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This recipe adds support for typesetting simple verse: verse.php Δ replicates most of the functionality provided in the LATEX verse package. It also supports multi-part poems and poem attribution (authorship).

The following is an introductory example, with a title and 2 indented lines Each line starts with a “+” to denote that the text is verse. A “+!” denotes the poem title and “++” denoted a line indented by one tab stop:

+! A Limerick
+There was an old party of Lyme 
+Who married three wives at one time. 
++ When asked: 'Why the third?'
++ He replied: 'One's absurd, 
+And bigamy, sir, is a crime.' 
A Limerick
There was an old party of Lyme
Who married three wives at one time.
When asked: ‘Why the third?’
He replied: ‘One’s absurd,
And bigamy, sir, is a crime.’

Additional “+” markup increases the level of indentation:

+!The Young Lady of Ryde 
+There was a young lady of Ryde 
+Who ate green apples and died. 
++The apples fermented 
+++Inside the lamented 
+And made cider inside her inside.
The Young Lady of Ryde
There was a young lady of Ryde
Who ate green apples and died.
The apples fermented
Inside the lamented
And made cider inside her inside.

The next example shows a poem with an author name denoted by “+|”, with a string after the title to denote display line length.

+!Fleas | What a funny thing is a flea
+What a funny thing is a flea.
+You can't tell a he from a she.
+But he can. And she can.
+Whoopee!
+|Anonymous
Fleas
What a funny thing is a flea.
You can’t tell a he from a she.
But he can. And she can.
Whoopee!
Anonymous

The next example shows alternating indented lines denoted by “||” in the title line, again with a display line length:

+! Love's Lost || But now my love is dead
+I used to love my garden 
+But now my love is dead 
+For I found a bachelor's button 
+In black-eyed Susan's bed.
Love’s Lost
I used to love my garden
But now my love is dead
For I found a bachelor’s button
In black-eyed Susan’s bed.

The next example adds a “split” line denoted by a “|” at the split:

+!Mathematics 
+In mathematics he was greater 
+Than Tycho Brahe, or Erra Pater: 
+For he, by geometric scale, 
+Could take the size of pots of ale; 
+Resolve, by sines | and tangents straight,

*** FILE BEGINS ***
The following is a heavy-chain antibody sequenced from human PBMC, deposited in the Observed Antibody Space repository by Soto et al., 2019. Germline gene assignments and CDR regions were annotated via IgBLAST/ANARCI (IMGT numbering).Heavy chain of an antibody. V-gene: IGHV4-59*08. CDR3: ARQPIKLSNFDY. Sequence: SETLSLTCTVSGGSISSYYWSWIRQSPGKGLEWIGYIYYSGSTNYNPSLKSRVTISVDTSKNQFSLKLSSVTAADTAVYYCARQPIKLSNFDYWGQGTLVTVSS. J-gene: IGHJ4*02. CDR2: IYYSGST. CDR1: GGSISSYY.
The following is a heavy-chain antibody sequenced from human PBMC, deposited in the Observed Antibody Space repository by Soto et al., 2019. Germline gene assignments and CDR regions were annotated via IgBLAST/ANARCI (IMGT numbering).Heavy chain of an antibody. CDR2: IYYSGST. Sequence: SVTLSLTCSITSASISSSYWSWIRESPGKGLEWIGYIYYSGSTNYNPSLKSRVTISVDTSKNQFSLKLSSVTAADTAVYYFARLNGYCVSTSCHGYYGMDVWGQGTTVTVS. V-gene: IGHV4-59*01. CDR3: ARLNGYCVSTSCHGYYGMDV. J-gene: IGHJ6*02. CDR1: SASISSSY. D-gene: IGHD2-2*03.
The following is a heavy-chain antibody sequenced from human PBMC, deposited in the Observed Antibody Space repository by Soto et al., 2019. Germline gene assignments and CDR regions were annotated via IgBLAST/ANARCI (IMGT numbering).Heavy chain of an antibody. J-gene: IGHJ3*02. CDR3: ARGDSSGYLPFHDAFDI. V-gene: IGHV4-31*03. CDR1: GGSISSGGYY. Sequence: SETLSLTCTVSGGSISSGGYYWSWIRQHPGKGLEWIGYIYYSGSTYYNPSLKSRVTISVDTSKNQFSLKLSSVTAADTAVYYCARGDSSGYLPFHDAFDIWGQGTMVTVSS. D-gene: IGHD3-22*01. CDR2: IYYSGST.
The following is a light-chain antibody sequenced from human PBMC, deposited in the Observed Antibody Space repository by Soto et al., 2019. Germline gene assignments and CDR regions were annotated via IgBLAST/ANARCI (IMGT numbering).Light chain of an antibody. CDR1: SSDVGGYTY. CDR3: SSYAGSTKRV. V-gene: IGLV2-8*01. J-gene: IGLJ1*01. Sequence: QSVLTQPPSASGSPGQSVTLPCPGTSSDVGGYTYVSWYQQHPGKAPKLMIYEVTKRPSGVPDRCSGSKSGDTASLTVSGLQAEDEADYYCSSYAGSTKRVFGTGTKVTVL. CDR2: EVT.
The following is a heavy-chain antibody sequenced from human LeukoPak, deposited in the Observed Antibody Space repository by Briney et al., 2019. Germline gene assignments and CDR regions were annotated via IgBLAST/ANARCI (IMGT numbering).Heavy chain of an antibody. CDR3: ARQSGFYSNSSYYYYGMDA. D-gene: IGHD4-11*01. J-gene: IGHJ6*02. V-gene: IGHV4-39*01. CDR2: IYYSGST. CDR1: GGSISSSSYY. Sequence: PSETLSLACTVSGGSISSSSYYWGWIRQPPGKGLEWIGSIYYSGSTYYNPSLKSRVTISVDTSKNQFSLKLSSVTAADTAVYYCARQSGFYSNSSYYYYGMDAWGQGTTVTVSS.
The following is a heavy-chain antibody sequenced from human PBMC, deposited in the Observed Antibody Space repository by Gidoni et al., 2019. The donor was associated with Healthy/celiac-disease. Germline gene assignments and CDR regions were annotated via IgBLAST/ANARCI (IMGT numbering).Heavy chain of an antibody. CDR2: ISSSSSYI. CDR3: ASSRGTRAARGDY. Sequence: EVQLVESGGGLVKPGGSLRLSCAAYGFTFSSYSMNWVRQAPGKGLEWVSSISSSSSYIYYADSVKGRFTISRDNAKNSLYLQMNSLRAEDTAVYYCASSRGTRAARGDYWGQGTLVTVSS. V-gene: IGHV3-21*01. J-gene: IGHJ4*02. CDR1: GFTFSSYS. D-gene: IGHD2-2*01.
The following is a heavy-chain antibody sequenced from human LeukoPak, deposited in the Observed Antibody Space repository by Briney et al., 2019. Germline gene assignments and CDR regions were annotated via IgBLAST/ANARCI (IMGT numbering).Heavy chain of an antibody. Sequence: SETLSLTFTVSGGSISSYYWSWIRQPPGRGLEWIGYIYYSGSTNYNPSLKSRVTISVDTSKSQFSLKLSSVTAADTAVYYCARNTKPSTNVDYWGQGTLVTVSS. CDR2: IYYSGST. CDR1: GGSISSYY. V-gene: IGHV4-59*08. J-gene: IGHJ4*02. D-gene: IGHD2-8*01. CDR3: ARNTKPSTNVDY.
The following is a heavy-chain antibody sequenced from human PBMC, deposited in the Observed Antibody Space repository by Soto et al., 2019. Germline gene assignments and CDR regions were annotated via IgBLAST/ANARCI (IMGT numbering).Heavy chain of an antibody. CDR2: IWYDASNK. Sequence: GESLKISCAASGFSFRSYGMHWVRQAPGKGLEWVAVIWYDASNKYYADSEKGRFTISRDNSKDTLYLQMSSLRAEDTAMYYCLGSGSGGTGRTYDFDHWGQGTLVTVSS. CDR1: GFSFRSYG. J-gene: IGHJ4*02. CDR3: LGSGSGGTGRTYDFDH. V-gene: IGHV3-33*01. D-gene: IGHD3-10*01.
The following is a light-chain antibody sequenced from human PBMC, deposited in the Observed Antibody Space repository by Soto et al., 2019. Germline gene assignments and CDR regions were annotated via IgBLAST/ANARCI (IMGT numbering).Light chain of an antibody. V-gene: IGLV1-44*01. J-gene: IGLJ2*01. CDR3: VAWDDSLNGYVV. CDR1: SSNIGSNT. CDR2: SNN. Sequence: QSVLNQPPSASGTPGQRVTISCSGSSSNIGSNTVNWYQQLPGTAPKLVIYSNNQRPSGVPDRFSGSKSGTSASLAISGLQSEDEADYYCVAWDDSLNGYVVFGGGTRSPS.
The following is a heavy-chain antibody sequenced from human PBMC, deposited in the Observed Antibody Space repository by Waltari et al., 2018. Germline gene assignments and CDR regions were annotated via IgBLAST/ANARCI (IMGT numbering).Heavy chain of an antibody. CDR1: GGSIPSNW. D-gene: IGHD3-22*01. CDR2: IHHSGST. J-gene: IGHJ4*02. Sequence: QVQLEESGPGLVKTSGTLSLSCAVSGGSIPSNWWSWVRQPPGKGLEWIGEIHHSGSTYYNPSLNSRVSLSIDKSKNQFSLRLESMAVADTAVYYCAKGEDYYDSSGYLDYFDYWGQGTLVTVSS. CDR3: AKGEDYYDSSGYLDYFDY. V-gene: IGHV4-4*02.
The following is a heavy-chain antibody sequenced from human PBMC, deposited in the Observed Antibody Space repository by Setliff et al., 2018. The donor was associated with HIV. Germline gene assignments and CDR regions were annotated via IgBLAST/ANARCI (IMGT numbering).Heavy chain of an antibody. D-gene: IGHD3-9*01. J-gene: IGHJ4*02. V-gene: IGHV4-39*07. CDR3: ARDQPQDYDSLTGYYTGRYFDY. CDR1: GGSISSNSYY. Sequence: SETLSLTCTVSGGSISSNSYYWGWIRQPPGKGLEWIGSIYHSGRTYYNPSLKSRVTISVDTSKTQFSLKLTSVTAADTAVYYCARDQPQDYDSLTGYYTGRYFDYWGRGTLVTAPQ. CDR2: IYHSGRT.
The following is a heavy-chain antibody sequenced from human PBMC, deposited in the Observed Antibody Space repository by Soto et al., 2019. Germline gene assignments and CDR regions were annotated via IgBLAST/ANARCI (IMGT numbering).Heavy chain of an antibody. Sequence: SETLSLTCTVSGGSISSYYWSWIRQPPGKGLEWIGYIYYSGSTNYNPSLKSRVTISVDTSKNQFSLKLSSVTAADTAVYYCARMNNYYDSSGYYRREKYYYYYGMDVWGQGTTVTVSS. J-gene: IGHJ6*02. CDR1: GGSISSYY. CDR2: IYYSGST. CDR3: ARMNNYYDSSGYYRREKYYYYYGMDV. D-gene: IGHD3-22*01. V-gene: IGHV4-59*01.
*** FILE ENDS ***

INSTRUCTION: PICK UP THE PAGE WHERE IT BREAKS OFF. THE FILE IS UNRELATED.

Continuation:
+If bread or butter wanted weight; 
+And wisely tell what hour o' the day 
+The clock does strike, by Algebra. 
+|Samuel Butler (1612-1680)
Mathematics
In mathematics he was greater
Than Tycho Brahe, or Erra Pater:
For he, by geometric scale,
Could take the size of pots of ale;
Resolve, by sines
Resolve, by sines and tangents straight,
If bread or butter wanted weight;
And wisely tell what hour o’ the day
The clock does strike, by Algebra.
Samuel Butler (1612–1680)

It is also possible to force a line break at the point denoted by “||”:

+!In the Beginning
+Then God created Newton,
+And objects at rest tended to remain at rest,
+And objects in motion tended to remain in motion, 
+And energy was conserved and momentum was conserved ||and matter was
conserved
+And God saw that it was conservative.
+|Possibly from ';Analog;', c. 1950
In the Beginning
Then God created Newton,
And objects at rest tended to remain at rest,
And objects in motion tended to remain in motion,
And energy was conserved and momentum was conserved
and matter was conserved
And God saw that it was conservative.
Possibly from Analog, c. 1950

The final example is a song with a title, multiple stanzas denoted by a blank line between stanzas, alternate line indentation, and verse marginal notes denoted by “+{…}” markup:

+! Clementine || In a cavern, in a canyon,

+{1.} In a cavern, in a canyon,
+Excavating for a mine,
+Lived a miner, forty-niner,
+And his daughter, Clementine.

+{';chorus;'} Oh my darling, Oh my darling,
+Oh my darling Clementine.
+Thou art lost and gone forever,
+Oh my darling Clementine.
Clementine
1.
In a cavern, in a canyon,
Excavating for a mine,
Lived a miner, forty-niner,
And his daughter, Clementine.
chorus
Oh my darling, Oh my darling,
Oh my darling Clementine.
Thou art lost and gone forever,
Oh my darling Clementine.

Putting the pieces together:

Four Seasons In One Day
Four seasons in one day
Lying in the depths of your imagination
Worlds above and worlds below
The sun shines on the black clouds
Hanging over the domain
Even when you’re feeling warm
The temperature could drop away
Like four seasons in one day
Smiling as the shit comes down
You can tell a man from what he has to say
Everything gets turned around
And I will risk my neck again, again
You can take me where you will
Up the creek and through the mill
Like all the things you can’t explain
Four seasons in one day
Blood dries up
Like rain, like rain
Fills my cup
Like four seasons in one day
It doesn’t pay to make predictions
Sleeping on an unmade bed
Finding out wherever there is comfort
There is pain
Only one step away
Like four seasons in one day
Blood dries up
Like rain, like rain
Fills my cup
Like four seasons in one day
Lyrics by Neil Finn and Tim Finn

The verse package’s concept of an “indentation pattern” for verse lines is currently not supported. The package also supports verse line numbers but currently we don’t have a way to activate this from wiki markup. The Lady of Shalott is an example of a multi-part poem.

Contributor: John Rankin, Wednesday, 3 November 2010, revised Monday, 13 December 2010.

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Page last modified on 13 May 2014 at 05:57 PM